This Canadian-only import is the companion to Blossom Toes, Vol. 1, containing their second album, If Only for a Moment (1969). The sound quality of this title easily matches the first and is notable as the only CD pressing to come from a tape rather than vinyl source. The band shed their hippie-dippy image in favor of a more aggressive and almost heavy metal sound. The personnel has also been tweaked to include future session heavies Barry Reeves and Poli Palmer (percussion) as well as guest Shawn Phillips (12-string acoustic guitar/sitar) on one of the album's more pop-oriented pieces, "Just Above My Hobby Horse Head," which also is notable for the Brian Belshaw lead vocal that uncannily sounds like Richie Havens. The centerpiece is a pair of extended works. "Love Bomb" is reminiscent of Country Joe & the Fish's trippy and languid instrumental "Section 43," while the anti-establishment sentiment in "Billy Boo the Gunman" is full of rhythmic syncopation and features the duo lead guitar work of Jim Cregan and Brian Godding. Both tracks stretch over seven minutes and contain some of the best instrumental work on the album. Equally as impressive is "Indian Summer," which takes on a progressive rock attitude and is once again highlighted by the complex and intricate fretwork from the pairing of Cregan and Godding. The two distinct sections are likened to the early works of the Soft Machine. Unfortunately, the band would not record together again -- although an album titled New Day: Blossom Toes '70 by B.B. Blunder would reunite Godding and Belshaw. In effect, If Only for a Moment is an apt indication of the direction that the reincarnation would take. The duo would likewise resurface backing up Godding's sister-in-law, Julie Driscoll (nee Julie Tippett), on several of her early-'70s solo efforts.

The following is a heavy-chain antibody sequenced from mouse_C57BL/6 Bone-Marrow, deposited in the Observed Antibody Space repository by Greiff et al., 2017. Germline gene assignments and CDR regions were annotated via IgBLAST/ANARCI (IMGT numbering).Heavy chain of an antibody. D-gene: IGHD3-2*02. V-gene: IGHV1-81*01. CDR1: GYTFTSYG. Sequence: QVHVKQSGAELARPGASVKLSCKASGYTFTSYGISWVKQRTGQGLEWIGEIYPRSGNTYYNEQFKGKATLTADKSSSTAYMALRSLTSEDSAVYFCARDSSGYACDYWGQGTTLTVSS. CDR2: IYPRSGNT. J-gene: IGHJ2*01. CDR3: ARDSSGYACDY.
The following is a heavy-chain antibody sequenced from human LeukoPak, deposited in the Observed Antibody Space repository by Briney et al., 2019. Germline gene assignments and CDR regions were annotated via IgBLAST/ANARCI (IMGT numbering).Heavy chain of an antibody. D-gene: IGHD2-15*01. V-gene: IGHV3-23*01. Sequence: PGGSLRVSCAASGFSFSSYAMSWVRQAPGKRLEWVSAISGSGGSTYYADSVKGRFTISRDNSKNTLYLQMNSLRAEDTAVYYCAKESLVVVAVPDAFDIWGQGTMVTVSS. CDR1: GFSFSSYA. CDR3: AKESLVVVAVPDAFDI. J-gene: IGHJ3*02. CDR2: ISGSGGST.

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AllMusic Review by Lindsay Planer